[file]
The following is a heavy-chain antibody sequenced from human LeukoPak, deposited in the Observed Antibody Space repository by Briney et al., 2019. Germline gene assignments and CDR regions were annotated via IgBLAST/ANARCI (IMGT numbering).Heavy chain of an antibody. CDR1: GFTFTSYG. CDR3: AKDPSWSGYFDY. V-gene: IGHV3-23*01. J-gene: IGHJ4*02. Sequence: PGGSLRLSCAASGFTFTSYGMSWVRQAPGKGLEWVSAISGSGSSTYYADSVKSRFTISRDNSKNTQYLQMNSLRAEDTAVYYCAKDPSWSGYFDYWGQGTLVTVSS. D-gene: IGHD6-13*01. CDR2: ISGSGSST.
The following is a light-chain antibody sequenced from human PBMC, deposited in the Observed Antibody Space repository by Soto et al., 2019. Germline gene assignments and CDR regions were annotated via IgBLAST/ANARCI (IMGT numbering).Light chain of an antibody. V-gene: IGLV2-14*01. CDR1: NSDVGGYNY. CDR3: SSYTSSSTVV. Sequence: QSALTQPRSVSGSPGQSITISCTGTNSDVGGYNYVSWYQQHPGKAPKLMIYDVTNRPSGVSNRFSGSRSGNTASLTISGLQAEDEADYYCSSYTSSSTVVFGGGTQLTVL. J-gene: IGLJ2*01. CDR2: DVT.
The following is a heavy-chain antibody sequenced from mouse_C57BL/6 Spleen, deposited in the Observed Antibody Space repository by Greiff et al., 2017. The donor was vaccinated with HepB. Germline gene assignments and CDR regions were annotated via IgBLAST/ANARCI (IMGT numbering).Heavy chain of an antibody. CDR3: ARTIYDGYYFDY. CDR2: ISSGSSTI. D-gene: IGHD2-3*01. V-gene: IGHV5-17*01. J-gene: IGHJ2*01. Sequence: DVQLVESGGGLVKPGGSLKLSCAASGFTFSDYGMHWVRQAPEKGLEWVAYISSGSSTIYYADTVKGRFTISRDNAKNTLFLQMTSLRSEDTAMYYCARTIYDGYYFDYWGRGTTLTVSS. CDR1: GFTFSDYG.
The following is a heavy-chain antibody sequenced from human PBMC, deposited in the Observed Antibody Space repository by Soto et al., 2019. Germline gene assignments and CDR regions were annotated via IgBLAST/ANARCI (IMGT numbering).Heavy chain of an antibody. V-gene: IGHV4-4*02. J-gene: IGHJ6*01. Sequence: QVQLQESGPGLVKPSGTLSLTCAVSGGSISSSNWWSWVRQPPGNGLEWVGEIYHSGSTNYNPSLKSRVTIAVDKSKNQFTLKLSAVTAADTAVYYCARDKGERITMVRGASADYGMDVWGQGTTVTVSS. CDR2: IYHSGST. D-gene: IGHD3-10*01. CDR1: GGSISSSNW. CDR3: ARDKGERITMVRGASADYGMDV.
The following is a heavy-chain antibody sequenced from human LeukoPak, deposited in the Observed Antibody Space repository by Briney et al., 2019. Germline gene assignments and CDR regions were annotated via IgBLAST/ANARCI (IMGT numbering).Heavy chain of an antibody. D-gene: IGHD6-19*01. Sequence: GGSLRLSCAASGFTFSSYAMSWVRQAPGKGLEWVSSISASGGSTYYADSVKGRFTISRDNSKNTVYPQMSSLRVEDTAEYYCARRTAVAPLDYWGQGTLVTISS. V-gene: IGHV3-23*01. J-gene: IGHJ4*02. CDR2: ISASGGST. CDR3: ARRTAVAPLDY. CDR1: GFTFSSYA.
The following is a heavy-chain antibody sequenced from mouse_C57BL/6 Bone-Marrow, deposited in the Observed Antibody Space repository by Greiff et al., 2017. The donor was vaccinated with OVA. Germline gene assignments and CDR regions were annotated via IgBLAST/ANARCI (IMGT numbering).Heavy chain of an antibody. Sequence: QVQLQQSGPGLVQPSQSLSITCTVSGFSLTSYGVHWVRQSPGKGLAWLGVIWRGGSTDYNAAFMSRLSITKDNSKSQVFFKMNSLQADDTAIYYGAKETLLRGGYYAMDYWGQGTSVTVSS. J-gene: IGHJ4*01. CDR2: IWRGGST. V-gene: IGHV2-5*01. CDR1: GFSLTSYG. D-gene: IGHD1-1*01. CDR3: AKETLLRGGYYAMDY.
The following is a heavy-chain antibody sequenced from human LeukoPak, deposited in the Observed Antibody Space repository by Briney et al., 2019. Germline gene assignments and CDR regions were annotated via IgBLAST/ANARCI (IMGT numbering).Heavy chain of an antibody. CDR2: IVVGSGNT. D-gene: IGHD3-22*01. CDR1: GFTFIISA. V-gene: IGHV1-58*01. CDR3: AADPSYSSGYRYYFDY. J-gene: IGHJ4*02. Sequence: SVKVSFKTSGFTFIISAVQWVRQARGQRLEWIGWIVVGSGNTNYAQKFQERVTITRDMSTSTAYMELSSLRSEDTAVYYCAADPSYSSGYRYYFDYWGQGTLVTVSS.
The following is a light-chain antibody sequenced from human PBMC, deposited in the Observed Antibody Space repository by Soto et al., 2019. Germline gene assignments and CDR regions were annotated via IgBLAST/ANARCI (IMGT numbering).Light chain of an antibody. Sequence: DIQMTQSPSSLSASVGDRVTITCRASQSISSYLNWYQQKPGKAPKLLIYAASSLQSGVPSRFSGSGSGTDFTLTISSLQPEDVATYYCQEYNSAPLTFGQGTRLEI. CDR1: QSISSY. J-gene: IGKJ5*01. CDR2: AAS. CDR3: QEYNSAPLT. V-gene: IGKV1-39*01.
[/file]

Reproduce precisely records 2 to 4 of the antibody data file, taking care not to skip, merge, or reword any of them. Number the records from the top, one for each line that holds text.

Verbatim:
The following is a light-chain antibody sequenced from human PBMC, deposited in the Observed Antibody Space repository by Soto et al., 2019. Germline gene assignments and CDR regions were annotated via IgBLAST/ANARCI (IMGT numbering).Light chain of an antibody. V-gene: IGLV2-14*01. CDR1: NSDVGGYNY. CDR3: SSYTSSSTVV. Sequence: QSALTQPRSVSGSPGQSITISCTGTNSDVGGYNYVSWYQQHPGKAPKLMIYDVTNRPSGVSNRFSGSRSGNTASLTISGLQAEDEADYYCSSYTSSSTVVFGGGTQLTVL. J-gene: IGLJ2*01. CDR2: DVT.
The following is a heavy-chain antibody sequenced from mouse_C57BL/6 Spleen, deposited in the Observed Antibody Space repository by Greiff et al., 2017. The donor was vaccinated with HepB. Germline gene assignments and CDR regions were annotated via IgBLAST/ANARCI (IMGT numbering).Heavy chain of an antibody. CDR3: ARTIYDGYYFDY. CDR2: ISSGSSTI. D-gene: IGHD2-3*01. V-gene: IGHV5-17*01. J-gene: IGHJ2*01. Sequence: DVQLVESGGGLVKPGGSLKLSCAASGFTFSDYGMHWVRQAPEKGLEWVAYISSGSSTIYYADTVKGRFTISRDNAKNTLFLQMTSLRSEDTAMYYCARTIYDGYYFDYWGRGTTLTVSS. CDR1: GFTFSDYG.
The following is a heavy-chain antibody sequenced from human PBMC, deposited in the Observed Antibody Space repository by Soto et al., 2019. Germline gene assignments and CDR regions were annotated via IgBLAST/ANARCI (IMGT numbering).Heavy chain of an antibody. V-gene: IGHV4-4*02. J-gene: IGHJ6*01. Sequence: QVQLQESGPGLVKPSGTLSLTCAVSGGSISSSNWWSWVRQPPGNGLEWVGEIYHSGSTNYNPSLKSRVTIAVDKSKNQFTLKLSAVTAADTAVYYCARDKGERITMVRGASADYGMDVWGQGTTVTVSS. CDR2: IYHSGST. D-gene: IGHD3-10*01. CDR1: GGSISSSNW. CDR3: ARDKGERITMVRGASADYGMDV.